In London, Contemporary Anxieties Take the Stage

In London, Contemporary Anxieties Take the Stage

What happens when the world at large simply proves too much? One answer is on compelling view in “Collapsible,” an hourlong play that was a hit at last summer’s Edinburgh Festival. The director Thomas Martin’s keen-eyed production has been extended until March 21 at the Bush Theater, the West London venue devoted to new writing that is on a roll between this and the New York-bound “Baby Reindeer.”

The cunning design by Alison Neighbour tips you off to the precarious state of the internet-addicted Esther, or Essie, whom we find perched atop a plinth of sorts from which she seems about to tumble. (The stage floor looks like gravel but is in fact a mix of various materials including charcoal and cork.) Having lost both a job and a partner, Essie lets rip with a fusillade of language to match Michael’s in “Death of England,” the difference being that Breffni Holahan’s Essie speaks even faster than Spall, if more quietly. The Bush’s studio space seats only 60, which allows for greater intimacy.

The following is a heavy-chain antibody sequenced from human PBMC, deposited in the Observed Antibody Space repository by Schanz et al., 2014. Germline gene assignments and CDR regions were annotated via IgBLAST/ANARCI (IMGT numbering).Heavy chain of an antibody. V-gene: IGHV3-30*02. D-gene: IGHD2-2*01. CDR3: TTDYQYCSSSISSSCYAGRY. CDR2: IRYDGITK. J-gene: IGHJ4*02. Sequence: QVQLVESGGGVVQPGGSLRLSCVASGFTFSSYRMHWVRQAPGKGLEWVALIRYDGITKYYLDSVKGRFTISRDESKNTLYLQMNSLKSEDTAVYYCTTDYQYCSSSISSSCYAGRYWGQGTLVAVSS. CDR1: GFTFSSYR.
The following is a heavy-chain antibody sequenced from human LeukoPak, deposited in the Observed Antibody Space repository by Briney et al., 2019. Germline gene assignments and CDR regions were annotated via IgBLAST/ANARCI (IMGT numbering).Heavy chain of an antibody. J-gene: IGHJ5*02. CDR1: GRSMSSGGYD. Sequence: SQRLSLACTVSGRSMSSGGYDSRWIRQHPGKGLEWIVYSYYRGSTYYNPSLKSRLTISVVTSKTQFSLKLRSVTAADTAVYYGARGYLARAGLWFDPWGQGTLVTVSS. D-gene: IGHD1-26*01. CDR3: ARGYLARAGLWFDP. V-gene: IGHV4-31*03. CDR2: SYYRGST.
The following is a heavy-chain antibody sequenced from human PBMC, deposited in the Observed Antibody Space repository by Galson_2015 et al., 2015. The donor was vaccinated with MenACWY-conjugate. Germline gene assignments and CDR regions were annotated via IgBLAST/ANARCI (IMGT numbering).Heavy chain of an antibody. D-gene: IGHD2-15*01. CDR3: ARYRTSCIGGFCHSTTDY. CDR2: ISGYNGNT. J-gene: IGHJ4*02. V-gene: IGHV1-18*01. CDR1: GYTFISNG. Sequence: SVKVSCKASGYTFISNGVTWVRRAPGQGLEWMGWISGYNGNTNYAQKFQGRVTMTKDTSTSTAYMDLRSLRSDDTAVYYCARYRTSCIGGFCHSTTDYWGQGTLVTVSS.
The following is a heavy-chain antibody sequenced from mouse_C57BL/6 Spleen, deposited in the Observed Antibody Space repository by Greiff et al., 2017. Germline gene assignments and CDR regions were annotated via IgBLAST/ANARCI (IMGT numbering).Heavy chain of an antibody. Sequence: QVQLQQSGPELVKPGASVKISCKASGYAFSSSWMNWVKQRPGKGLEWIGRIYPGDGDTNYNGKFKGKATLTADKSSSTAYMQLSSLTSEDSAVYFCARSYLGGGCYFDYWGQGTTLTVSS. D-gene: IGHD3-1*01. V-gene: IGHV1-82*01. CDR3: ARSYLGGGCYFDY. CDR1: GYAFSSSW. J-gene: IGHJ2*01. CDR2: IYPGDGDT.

Essie’s thirst for news — “the planet bucking like a horse trying to throw us all off and out into space,” as she describes the state of things — provides a daily catalog of woe writ small as well as large. A Sky television modem, we’re wryly informed midway through a litany of far more terrible disasters, has not yet arrived. Margaret Perry, the play’s Irish writer, keeps the images pouring forth in a lava flow of language that the superb Holahan navigates with confidence.

There’s a dark comedy to be found in Essie’s various job interviews, as well as her reckoning with friends and family, from whom she is forever requesting the one word that might best describe her before she slips into a mental abyss. “Smart,” replies her father. “That’s your ration of compliments for the year.”

Both author and performer achieve a neat trick in the closing moments that shouldn’t be revealed here beyond a change in perspective that catches the audience unawares. That is followed by a haunting exchange of the word “OK,” though whether Essie or the world she inhabits really is remains movingly up for grabs.

Death of England. Directed by Clint Dyer. National Theater / Dorfman, through March 7.

The Haystack. Directed by Roxana Silbert. Hampstead Theater, through March 12.

Collapsible. Directed by Thomas Martin. Bush Theater, through March 21.

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